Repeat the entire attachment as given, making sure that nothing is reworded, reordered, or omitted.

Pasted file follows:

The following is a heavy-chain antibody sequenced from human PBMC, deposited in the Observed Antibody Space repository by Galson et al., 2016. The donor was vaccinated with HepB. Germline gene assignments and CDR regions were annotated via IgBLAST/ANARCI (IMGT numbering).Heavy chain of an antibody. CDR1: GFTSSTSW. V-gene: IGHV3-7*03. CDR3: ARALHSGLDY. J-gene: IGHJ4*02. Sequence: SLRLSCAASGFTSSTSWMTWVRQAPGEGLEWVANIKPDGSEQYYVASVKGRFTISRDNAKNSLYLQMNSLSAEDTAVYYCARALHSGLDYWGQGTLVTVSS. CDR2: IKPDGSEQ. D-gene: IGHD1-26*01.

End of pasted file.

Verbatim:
The following is a heavy-chain antibody sequenced from human PBMC, deposited in the Observed Antibody Space repository by Galson et al., 2016. The donor was vaccinated with HepB. Germline gene assignments and CDR regions were annotated via IgBLAST/ANARCI (IMGT numbering).Heavy chain of an antibody. CDR1: GFTSSTSW. V-gene: IGHV3-7*03. CDR3: ARALHSGLDY. J-gene: IGHJ4*02. Sequence: SLRLSCAASGFTSSTSWMTWVRQAPGEGLEWVANIKPDGSEQYYVASVKGRFTISRDNAKNSLYLQMNSLSAEDTAVYYCARALHSGLDYWGQGTLVTVSS. CDR2: IKPDGSEQ. D-gene: IGHD1-26*01.